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Jim Poulter Author of Books on Aboriginal Culture and Child Protection
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The Theory and Ethics of Collaboration and Advocacy

- Defining four modes of collaboration and five styles of brokerage and advocacy

Presented at the AASW Victorian Branch Ethics Forum, May 2011, Parkville, Melbourne.


Building on the analysis in the previous paper on the systematic relationship of social work values, the paper defines the theoretical base to collaboration. A brief analysis of theory paradigms is first conducted and four traditional paradigms of theory and practice defined, being the Constructivist, Constructionist, Structural and Positivist paradigms. This enables four modes of collaborative alliance to be identified, the therapeutic, emancipatory, ameliorative and remedial alliances, with each of these modes of alliance having the role of integrating theory from that paradigm seamlessly into the heuristic paradigm. In other words it is the social work value base that acts as an ontological metatheory that ensures the consistend application of all theory to practice. Each of the remedial, therapeutic and emancipatory alliances are briefly discussed, with a more in depth discussion being undertaken in relation to the ameliorative alliance, which is focused more on systemic issues external to the client. Five strategies undertaken with clients within the ameliorative alliance are identified, being brokerage, case advocacy, case to cause advocacy, project advocacy, and cause advocacy. Ethical issues attached to the use of these five strategies within the ameliorative alliance are also discussed closely.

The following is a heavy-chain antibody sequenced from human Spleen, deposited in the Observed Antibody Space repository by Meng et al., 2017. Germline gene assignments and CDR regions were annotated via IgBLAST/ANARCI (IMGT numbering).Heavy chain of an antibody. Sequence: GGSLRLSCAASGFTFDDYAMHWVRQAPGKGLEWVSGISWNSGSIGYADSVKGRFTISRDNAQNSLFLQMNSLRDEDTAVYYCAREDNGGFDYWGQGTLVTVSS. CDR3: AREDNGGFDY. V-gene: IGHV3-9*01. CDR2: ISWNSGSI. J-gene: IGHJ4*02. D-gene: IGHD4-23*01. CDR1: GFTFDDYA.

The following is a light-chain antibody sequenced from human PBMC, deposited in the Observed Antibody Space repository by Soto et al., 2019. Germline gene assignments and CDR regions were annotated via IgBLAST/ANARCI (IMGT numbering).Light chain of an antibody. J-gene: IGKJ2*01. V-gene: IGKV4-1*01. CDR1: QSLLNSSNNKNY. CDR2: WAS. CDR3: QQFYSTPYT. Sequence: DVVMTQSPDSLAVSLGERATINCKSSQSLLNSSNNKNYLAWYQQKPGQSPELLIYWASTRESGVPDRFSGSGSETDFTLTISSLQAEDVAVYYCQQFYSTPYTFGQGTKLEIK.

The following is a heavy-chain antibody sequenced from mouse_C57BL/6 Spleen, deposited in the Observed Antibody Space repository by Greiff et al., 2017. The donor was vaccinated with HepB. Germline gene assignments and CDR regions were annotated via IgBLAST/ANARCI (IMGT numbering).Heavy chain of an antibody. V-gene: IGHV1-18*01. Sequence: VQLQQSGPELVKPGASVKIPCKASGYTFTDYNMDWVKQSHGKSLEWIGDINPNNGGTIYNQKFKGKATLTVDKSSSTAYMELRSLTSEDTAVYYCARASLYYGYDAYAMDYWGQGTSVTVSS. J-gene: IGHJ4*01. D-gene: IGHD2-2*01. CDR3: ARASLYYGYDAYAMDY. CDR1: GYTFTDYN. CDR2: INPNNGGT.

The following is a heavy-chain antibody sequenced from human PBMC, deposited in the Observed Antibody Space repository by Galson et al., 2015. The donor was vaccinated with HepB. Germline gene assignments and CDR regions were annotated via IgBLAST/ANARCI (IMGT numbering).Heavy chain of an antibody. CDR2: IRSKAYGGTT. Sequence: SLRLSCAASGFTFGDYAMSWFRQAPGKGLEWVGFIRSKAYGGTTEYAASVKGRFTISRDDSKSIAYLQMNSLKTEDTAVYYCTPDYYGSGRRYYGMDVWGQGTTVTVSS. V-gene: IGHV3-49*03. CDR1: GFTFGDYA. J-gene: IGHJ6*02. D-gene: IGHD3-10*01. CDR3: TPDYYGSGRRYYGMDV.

This paper is also contained within the brief text ‘Reflective Value Based Ethics in Social Work’ as Paper Five. This paper has in turn been drawn from various chapters in my extensive text ‘An Integrated Theory of Practice in Social Work’. The table of contents of this text can be viewed on the website and there are a number of chapters relevant to this paper. For instance chapter two undertakes a detailed discussion on theory paradigms with the next five chapters undertaking a detailed analysis of each paradigm and forty-odd theories within these paradigms that are relevant to social work practice. This exercise and the subsequent chapters show that the application of all theory is guided by the practitioner’s professional values, rather than the values imputed to the theory itself. Ultimately the threads are all drawn together in Chapter Twelve, which details ‘Collaborative Theory’ as the integrative metatheory of social work practice.

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